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TOPIC

                                                         NON-STATE ACTORS AS A DANGER
                                         TO INTERNATIONAL PEACE AND SECURITY


1.    Introduction
Nowadays peace and security are severely threatened by actions perpetrated by the actors that are not solely states, as traditionally understood by the international community until the recent changes on the global plan. International countermeasures are naturally associated with the Security Council to whom the states have conferred primary responsibility for the maintenance of international peace and security under the collective security system (Charter of the United Nations (*1). Apart from the Islamic State activities worldwide, Boko Haram actions in Nigeria and conflict in Ukraine as well as tensions in Yemen, Security Council is challenged by the complex task of preserving peace and creating proper measures in order to combat those who are obstructing it.


2.    How to define non-state actors
Trying to find the best formulation of non-state actors as such, the most acceptable approach which is closest to the definition is the one where non-state actors are defined as individuals or organizations that have powerful economic, political or social power and are able to influence at a national and sometimes international level but do not belong to or allied themselves to any particular country or state. The emergence of non-state actors and the transnational relations have attacked the state-centric international system. It has changed the nature of international relations. Non-state actors have forced a change in the concepts of sovereignty and nationalism. These have affected the role of the nation-states as the actors in international relations. The policies, decisions and actions of the nation-states now bear the increasing influence of the presence and activities of the non-state actors. Evidently, the term non-state is applicable to a large number of very different actors with distinct roles in societies in conflict, from non-governmental organizations, multinational corporations, media, religious groups to violent non-state actors such as armed groups, warlords, criminal and terrorist organizations. As stated, the security of the individual is no longer defined exclusively within the realm of states or of the state security.

3.    Non-state actors’ recent actions
The most problematic issues that are to be tackled by Security Council are those connected to the Islamic State, Ukrainian crisis and Boko Haram in Nigeria. However this year has an unseen pattern of attacks all around the world linked to the most common non-state actor in the recent past- the Islamic State. Self-proclaimed IS has conducted more than 1400 terrorist attacks in 29 countries other than Syria and Iraq. This means that actions of IS are also spread to the European and Northern American soil (Paris, Brussels etc.).

At the beginning of 2016 IS fighters executed 300 West African migrants, bombed Iraq several times with over 600 victims, massacred people in Syria and that is just the part of total of the Middle East attacks. Since 8th of June there has been significant attacks perpetrated by IS on every 84 hours and that is excluding the countries in war zones: Egypt, Libya, Syria and Iraq (*2). The number of foreigners fighting for IS has dropped by half in the past year (12,000 current) but the ones committed are attacking across the globe cities that were not under threat of terrorist attacks until IS influence. As far as this global problem is concerned the international community is relying on the multilateral executive body (Security Council) as the best solution provider.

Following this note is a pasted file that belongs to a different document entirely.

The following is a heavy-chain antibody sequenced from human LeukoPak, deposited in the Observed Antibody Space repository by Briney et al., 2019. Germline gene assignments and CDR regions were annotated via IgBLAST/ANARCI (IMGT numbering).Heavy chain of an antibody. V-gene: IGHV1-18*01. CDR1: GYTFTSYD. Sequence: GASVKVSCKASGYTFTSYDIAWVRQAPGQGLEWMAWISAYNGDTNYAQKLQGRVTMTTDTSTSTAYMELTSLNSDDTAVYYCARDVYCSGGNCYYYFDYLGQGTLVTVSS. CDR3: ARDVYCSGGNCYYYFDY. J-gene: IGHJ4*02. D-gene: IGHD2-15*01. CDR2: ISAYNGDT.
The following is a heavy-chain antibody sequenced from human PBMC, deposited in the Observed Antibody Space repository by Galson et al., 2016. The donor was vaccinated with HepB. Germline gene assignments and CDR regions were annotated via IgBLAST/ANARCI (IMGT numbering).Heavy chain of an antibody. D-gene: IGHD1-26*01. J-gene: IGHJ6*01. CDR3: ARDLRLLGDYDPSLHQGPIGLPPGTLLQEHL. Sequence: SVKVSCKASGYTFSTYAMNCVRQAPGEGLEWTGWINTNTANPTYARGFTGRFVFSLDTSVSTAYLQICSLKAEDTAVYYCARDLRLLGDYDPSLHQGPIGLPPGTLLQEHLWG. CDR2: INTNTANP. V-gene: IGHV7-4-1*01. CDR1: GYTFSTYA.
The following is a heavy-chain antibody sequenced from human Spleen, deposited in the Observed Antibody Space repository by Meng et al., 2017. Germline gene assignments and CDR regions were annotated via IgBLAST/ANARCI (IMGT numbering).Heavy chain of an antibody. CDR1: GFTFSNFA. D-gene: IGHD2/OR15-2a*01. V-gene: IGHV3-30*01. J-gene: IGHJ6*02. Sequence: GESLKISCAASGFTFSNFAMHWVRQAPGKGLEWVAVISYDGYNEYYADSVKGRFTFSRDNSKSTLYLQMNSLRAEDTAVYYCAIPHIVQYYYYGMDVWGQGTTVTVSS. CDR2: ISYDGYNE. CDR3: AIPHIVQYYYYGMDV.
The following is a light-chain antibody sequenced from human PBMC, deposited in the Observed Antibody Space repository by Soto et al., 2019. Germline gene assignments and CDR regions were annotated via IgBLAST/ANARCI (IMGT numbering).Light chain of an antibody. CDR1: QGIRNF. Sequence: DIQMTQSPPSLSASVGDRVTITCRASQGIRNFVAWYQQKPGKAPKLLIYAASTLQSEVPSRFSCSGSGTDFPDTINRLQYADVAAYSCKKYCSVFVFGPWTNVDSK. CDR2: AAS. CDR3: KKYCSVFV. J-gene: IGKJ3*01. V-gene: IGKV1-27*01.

4.    Actions by Security Council
The Security Council, a constantly attentive executive organ, has a broad range of considerable means at its disposal for that purpose under Chapter VII of the United Nations Charter, starting with diplomatic or economic sanctions and ending with military measures.  Security Council’s reactions concerning non-state actors were mostly ad hoc answers to the crisis of the day (i.e.  Al-Qaeda, Hamas, Hezbollah, Boko-Haram, Al- Nusrah Front and most recently IS). The UN SC Resolution 2249 (*3) states that ‘the Islamic State in Iraq and the Levant (ISIL, also known as Da’esh), constitutes a global and unprecedented threat to international peace and security’. In the previous UN SC Resolution 2214 (*4)  it is stated that ‘sanctions are an important tool under the Charter of the United Nations in the maintenance and restoration of international peace and security’. UN SC  recognizes the threat and acts upon it by using the Chapter VII, but it is questionable where should the ultimate solution be focused on, and in which direction should it go in order for the problematic issues to be reduced.

During our discussion in March the following questions, among others, should be tackled:
How should the development of future violent non-state actors be prevented?
How much resources should be spent on militarization of policing?
How effective are the existing mechanisms stated in the UN SC Resolutions, and how to improve them? 

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1)  United Nations Charter: https://treaties.un.org/doc/publication/ctc/uncharter.pdf
2)  Intel center- tracks acts of terrorism: http://intelcenter.com/#gs.MmaDQcg
3)  S/RES/2249: http://www.un.org/en/ga/search/view_doc.asp?symbol=S/RES/2249(2015)
4)  S/RES/2214: http://www.un.org/en/ga/search/view_doc.asp?symbol=S/RES/2214(2015)

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